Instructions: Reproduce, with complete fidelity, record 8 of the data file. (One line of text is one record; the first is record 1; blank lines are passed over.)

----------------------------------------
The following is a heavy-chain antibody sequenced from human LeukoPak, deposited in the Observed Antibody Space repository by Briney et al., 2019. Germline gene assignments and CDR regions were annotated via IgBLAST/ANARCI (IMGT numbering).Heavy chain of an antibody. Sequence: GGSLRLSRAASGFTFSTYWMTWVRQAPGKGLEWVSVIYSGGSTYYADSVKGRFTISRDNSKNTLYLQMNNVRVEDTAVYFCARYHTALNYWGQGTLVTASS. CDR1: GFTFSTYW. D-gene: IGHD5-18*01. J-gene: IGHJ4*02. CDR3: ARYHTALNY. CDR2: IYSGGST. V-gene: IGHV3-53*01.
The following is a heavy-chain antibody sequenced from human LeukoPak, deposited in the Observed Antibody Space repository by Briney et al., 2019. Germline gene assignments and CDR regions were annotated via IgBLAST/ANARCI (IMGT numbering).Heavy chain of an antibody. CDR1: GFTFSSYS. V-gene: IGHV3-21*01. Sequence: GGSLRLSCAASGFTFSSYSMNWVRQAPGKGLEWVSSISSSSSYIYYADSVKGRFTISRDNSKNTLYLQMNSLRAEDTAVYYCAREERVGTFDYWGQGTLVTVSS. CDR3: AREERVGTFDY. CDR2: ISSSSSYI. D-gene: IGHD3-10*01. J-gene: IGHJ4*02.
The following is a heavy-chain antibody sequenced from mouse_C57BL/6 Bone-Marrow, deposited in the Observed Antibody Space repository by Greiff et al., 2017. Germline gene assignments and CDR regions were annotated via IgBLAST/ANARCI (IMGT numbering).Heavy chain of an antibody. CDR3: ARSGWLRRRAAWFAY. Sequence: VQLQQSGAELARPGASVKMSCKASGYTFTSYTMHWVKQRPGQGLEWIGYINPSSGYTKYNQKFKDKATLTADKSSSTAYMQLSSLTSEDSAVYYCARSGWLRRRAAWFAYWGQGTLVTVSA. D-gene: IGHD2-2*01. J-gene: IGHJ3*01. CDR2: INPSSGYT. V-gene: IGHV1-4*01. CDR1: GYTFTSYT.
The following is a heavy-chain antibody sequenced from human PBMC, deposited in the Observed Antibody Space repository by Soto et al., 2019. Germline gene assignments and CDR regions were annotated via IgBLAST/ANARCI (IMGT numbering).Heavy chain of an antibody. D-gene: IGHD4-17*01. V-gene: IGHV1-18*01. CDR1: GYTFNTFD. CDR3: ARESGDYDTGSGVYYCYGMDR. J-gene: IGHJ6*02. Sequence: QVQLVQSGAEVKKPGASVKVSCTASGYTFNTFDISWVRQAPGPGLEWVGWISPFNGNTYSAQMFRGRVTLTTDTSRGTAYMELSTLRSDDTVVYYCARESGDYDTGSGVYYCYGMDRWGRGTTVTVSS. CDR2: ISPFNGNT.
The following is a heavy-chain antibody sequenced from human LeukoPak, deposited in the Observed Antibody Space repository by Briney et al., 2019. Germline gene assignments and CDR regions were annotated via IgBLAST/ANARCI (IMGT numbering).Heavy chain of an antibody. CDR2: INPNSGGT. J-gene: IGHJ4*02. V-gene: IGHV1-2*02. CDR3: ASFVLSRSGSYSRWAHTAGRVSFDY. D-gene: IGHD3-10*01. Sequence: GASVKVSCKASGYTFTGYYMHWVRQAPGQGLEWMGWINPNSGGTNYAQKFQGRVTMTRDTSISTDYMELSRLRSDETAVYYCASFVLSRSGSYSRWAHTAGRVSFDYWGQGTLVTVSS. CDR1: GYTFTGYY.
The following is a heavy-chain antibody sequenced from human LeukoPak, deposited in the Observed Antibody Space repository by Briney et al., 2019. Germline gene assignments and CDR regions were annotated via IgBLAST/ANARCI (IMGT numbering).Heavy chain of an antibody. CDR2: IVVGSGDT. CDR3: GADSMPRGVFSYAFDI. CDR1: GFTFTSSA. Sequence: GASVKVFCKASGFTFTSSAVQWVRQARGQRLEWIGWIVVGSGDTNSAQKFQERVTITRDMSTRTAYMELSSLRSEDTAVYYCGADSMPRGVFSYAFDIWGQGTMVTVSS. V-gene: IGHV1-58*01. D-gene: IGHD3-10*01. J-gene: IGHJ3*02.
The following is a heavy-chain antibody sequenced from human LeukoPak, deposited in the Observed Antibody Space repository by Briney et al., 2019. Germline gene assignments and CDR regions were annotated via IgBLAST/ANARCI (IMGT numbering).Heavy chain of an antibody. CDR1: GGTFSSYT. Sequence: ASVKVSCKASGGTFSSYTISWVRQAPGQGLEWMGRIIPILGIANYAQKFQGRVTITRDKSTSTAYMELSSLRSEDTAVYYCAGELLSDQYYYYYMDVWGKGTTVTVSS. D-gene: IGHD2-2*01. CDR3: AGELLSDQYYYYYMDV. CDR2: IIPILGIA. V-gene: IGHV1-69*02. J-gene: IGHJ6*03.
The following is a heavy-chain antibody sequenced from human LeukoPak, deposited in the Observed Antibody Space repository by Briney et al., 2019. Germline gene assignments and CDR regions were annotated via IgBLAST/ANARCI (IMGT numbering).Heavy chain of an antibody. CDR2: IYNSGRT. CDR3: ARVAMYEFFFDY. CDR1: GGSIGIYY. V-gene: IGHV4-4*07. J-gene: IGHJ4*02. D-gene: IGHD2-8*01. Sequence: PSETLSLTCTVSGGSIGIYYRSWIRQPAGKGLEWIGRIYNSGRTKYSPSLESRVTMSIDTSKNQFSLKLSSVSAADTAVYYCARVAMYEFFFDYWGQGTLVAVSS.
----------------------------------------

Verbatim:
The following is a heavy-chain antibody sequenced from human LeukoPak, deposited in the Observed Antibody Space repository by Briney et al., 2019. Germline gene assignments and CDR regions were annotated via IgBLAST/ANARCI (IMGT numbering).Heavy chain of an antibody. CDR2: IYNSGRT. CDR3: ARVAMYEFFFDY. CDR1: GGSIGIYY. V-gene: IGHV4-4*07. J-gene: IGHJ4*02. D-gene: IGHD2-8*01. Sequence: PSETLSLTCTVSGGSIGIYYRSWIRQPAGKGLEWIGRIYNSGRTKYSPSLESRVTMSIDTSKNQFSLKLSSVSAADTAVYYCARVAMYEFFFDYWGQGTLVAVSS.